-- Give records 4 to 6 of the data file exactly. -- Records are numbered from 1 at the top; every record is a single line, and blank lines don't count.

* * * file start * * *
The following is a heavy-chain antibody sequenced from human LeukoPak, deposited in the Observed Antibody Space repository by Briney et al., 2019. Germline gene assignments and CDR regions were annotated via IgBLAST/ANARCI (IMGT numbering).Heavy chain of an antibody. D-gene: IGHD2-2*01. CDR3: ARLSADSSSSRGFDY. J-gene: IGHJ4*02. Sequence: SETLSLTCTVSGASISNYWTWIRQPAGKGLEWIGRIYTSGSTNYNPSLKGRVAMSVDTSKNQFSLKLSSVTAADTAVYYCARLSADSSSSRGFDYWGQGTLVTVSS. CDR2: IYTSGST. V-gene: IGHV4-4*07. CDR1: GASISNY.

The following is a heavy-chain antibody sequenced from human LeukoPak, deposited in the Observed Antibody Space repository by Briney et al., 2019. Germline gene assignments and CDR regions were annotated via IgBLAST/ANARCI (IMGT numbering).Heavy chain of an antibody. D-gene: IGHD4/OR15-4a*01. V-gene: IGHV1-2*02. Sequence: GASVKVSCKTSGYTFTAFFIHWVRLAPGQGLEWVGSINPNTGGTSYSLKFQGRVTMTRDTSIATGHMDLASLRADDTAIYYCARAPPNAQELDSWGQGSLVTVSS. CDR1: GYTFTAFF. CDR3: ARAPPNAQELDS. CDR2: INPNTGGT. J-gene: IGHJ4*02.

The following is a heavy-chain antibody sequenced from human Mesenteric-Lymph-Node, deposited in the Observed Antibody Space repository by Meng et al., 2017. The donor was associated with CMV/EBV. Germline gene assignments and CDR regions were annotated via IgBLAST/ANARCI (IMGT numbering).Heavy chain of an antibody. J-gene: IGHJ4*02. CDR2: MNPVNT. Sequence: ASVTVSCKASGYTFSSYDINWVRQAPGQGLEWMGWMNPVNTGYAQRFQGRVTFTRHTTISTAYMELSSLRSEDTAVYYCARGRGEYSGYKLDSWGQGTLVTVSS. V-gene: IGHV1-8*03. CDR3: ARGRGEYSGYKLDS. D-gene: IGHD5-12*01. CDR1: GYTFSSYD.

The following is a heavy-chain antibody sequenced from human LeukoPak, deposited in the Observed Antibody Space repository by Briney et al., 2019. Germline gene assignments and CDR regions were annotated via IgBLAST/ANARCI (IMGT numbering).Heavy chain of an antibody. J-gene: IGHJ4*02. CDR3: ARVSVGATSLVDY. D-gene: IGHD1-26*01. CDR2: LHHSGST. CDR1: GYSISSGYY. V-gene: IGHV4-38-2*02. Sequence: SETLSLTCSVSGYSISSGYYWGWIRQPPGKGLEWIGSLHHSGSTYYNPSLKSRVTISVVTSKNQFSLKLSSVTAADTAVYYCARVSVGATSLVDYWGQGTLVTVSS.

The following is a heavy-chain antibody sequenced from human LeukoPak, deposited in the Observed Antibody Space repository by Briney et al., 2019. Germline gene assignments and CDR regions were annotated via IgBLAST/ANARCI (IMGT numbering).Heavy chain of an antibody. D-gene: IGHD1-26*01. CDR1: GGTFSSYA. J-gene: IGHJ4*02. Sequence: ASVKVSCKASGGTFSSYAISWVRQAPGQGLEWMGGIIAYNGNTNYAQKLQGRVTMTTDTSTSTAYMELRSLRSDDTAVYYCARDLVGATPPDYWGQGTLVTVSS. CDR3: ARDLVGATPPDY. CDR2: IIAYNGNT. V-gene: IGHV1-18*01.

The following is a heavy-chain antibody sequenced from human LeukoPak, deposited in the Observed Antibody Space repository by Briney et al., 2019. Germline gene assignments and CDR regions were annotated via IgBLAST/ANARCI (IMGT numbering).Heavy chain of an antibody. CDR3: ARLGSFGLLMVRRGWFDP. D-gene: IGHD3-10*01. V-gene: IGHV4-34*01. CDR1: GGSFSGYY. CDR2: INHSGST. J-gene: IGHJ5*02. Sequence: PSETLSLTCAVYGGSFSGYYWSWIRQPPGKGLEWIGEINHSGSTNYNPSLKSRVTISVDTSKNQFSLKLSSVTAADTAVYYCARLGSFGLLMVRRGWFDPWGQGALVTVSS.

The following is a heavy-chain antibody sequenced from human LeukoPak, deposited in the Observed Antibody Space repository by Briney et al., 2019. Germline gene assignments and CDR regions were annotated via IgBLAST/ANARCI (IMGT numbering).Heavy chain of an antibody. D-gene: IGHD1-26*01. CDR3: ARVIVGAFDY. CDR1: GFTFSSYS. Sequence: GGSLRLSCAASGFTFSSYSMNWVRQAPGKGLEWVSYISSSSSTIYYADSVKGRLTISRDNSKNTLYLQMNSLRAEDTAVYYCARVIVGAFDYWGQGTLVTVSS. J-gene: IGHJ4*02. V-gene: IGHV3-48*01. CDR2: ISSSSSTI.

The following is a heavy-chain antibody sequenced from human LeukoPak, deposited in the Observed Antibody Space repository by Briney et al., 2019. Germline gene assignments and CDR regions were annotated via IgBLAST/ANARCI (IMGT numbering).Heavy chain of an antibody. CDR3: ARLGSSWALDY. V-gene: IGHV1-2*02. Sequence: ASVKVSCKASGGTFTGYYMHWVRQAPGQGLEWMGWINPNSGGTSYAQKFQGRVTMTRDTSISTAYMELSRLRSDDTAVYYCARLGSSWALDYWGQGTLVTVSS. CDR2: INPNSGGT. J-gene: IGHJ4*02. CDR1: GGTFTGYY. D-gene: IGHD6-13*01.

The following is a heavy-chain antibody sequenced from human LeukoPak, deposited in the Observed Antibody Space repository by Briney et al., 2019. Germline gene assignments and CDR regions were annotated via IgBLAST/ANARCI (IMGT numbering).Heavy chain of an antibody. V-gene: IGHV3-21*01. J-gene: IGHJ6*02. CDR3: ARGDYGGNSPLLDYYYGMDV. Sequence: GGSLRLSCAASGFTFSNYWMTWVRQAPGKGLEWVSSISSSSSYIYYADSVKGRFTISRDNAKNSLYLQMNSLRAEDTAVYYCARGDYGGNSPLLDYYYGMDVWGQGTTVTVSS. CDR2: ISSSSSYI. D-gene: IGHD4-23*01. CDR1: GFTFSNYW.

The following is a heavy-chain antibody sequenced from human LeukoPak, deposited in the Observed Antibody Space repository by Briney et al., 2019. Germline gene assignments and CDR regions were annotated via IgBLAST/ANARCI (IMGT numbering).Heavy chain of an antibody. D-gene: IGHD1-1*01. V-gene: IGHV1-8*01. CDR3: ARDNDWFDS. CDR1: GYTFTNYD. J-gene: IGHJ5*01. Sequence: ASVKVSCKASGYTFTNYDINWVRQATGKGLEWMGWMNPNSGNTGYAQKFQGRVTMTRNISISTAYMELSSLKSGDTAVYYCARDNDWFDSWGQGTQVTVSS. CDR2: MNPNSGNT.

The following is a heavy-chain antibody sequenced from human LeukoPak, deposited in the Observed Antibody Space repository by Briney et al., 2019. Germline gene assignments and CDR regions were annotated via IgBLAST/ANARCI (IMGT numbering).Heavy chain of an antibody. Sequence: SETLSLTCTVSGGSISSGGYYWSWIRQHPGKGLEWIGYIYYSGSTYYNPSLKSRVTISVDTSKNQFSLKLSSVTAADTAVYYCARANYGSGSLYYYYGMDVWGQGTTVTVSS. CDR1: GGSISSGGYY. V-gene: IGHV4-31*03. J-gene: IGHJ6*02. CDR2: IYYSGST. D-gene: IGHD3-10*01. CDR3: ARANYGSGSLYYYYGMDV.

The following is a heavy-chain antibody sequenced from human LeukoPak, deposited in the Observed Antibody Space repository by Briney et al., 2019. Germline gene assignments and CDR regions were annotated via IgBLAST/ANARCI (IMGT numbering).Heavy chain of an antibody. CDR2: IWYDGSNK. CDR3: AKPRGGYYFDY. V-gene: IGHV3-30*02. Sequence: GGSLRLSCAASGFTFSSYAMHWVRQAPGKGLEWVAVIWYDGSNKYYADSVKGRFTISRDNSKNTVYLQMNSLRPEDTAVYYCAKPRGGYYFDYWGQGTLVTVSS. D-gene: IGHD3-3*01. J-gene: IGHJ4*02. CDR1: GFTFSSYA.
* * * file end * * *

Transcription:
The following is a heavy-chain antibody sequenced from human LeukoPak, deposited in the Observed Antibody Space repository by Briney et al., 2019. Germline gene assignments and CDR regions were annotated via IgBLAST/ANARCI (IMGT numbering).Heavy chain of an antibody. J-gene: IGHJ4*02. CDR3: ARVSVGATSLVDY. D-gene: IGHD1-26*01. CDR2: LHHSGST. CDR1: GYSISSGYY. V-gene: IGHV4-38-2*02. Sequence: SETLSLTCSVSGYSISSGYYWGWIRQPPGKGLEWIGSLHHSGSTYYNPSLKSRVTISVVTSKNQFSLKLSSVTAADTAVYYCARVSVGATSLVDYWGQGTLVTVSS.

The following is a heavy-chain antibody sequenced from human LeukoPak, deposited in the Observed Antibody Space repository by Briney et al., 2019. Germline gene assignments and CDR regions were annotated via IgBLAST/ANARCI (IMGT numbering).Heavy chain of an antibody. D-gene: IGHD1-26*01. CDR1: GGTFSSYA. J-gene: IGHJ4*02. Sequence: ASVKVSCKASGGTFSSYAISWVRQAPGQGLEWMGGIIAYNGNTNYAQKLQGRVTMTTDTSTSTAYMELRSLRSDDTAVYYCARDLVGATPPDYWGQGTLVTVSS. CDR3: ARDLVGATPPDY. CDR2: IIAYNGNT. V-gene: IGHV1-18*01.

The following is a heavy-chain antibody sequenced from human LeukoPak, deposited in the Observed Antibody Space repository by Briney et al., 2019. Germline gene assignments and CDR regions were annotated via IgBLAST/ANARCI (IMGT numbering).Heavy chain of an antibody. CDR3: ARLGSFGLLMVRRGWFDP. D-gene: IGHD3-10*01. V-gene: IGHV4-34*01. CDR1: GGSFSGYY. CDR2: INHSGST. J-gene: IGHJ5*02. Sequence: PSETLSLTCAVYGGSFSGYYWSWIRQPPGKGLEWIGEINHSGSTNYNPSLKSRVTISVDTSKNQFSLKLSSVTAADTAVYYCARLGSFGLLMVRRGWFDPWGQGALVTVSS.